Derek Schooley knows exactly what Tom Petty meant when he sang “the waiting is the hardest part.” The Robert Morris head coach has been counting the days until the first-year Division I program finally takes to the rink.
“Our players are excited about being here. The community’s excited, the campus is excited about us being a program,” said Schooley, who has been working behind the scenes for the better part of 12 months getting the Colonials ready for College Hockey America play. “I’ve been like a general manager for so long, ordering equipment and recruiting players. Now we just want to get on the ice and start practicing.”
While Robert Morris is a newcomer on the CHA scene, Schooley and his staff — assistants Nate Handrahan and Marc Fakler — are no strangers to the league. Schooley spent five seasons on Frank Serratore’s staff at Air Force, serving four years as an assistant before being promoted to associate head coach in 2002-03.
Handrahan played four seasons at Niagara University, then spent the past three years as a Purple Eagle assistant under coach Dave Burkholder. And Fakler served on Bill Wilkinson’s Wayne State staff for the past two seasons. Their collective experience with the league could be the biggest assets the team has.
“I wanted to surround myself with winners,” Schooley stated. “Both these gentlemen — Nate as a player and a coach, Marc as a coach — have been to the NCAA tournament. I’ve been to the NCAA tournament as a player. To get our players to the level we want to be at, you’ve got to have the direction to show them how to get there.”
Those players will likely need a lot of nurturing. The RMU roster features 24 freshmen, and only four skaters (Doug Conley, Joe Tuset, Kurt Wright and Bryan Mills) with previous NCAA experience. Mills, a junior transfer from Niagara, is ineligible for game action.
“He won’t play, he’s just going to practice this year. But any time you can add a guy with 45 Division I games of experience, and guys who have played in the NCAA tournament, you’ve got to jump at that,” said Schooley. “[Findlay transfer] Kurt Wright brings a veteran leadership. He’s 23 years old, has been around for a long time. He works hard and will be a good role model.
“Doug Conley was at Niagara for a year. He’s also a player that we expect to kind of show the younger guys the way as we start playing Division I hockey and start playing CHA teams.”
The Colonials’ lineup will feature more of a local flavor than most teams, with six players coming from Pittsburgh and the surrounding areas. Jace Buzek, Joe Federoff and Eric Trax formerly laced up their skates at the Island Sports Center — Robert Morris’ home rink — as members of the NAHL’s Pittsburgh Forge.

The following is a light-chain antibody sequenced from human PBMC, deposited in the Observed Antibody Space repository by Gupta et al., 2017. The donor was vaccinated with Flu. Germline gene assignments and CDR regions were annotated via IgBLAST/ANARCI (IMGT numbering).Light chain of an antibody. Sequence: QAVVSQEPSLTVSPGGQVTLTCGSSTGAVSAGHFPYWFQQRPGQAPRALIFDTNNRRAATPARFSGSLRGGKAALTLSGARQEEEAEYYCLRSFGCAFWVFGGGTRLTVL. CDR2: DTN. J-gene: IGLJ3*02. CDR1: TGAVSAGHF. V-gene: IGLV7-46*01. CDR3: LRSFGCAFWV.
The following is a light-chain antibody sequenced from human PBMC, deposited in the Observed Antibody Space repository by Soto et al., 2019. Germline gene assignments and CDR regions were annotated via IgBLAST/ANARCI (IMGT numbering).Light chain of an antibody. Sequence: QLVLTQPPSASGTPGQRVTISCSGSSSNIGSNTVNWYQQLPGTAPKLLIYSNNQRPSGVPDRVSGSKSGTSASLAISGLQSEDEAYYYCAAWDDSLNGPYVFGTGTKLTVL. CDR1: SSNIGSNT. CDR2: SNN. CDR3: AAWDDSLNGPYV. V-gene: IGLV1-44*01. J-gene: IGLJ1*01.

“The guys that we have from Pittsburgh are all good, quality hockey players,” Schooley said. “Most of them won a national Junior A championship here with the Forge. So we’re bringing more winners into our program.”
Federoff was among the leading scorers during the 2003-04 NAHL season, recording 54 points (20-34) in 55 games with Youngstown and Toledo. Trax faced off against his current teammate while manning the Lone Star Cavalry’s blueline last year.
Buzek, along with Conley and David Boguslawski, played for 2004 USHL champion Tri-City Storm. That trio combined for 37 goals and 81 points on the junior circuit.
“To be able to bring three quality players in from the USHL, which is arguably the top developmental league in the United States, we’re excited to be able to do that,” Schooley said. “Those are three guys that we’re expecting to do a lot for our program.”
Others that figure to fill prominent roles up front are Logan Bittle, who finished second in NAHL scoring last season with 71 points (34-37) in 53 games with the Soo Indians, and Rick Varone, who posted 51 points (27-24) in 41 games with the OPJHL’s Newmarket Hurricanes.
Andrew Bonello, a strong puck-handling defender, will be counted on to help Trax in the back. Christian Boucher, a 2004 CJHL All-Star, will push Tuset for playing time between the Robert Morris pipes.
Schooley has no delusions about his relatively inexperienced squad, despite a strong recruiting class. Any first-year program figures to see its share of bumps and bruises, and the rookie coach is looking at this inaugural season as a learning experience for all involved.
“I think we need to come with the mindset that every day we’re going to improve. If we get better every day, things will go from there. Our team motto this year is ‘success is the sum of small efforts, repeated day in and day out,’” Schooley stated. “Our players have to give 100 percent every night. If we do that, we’re going to compete. If we don’t, it could be a long year.”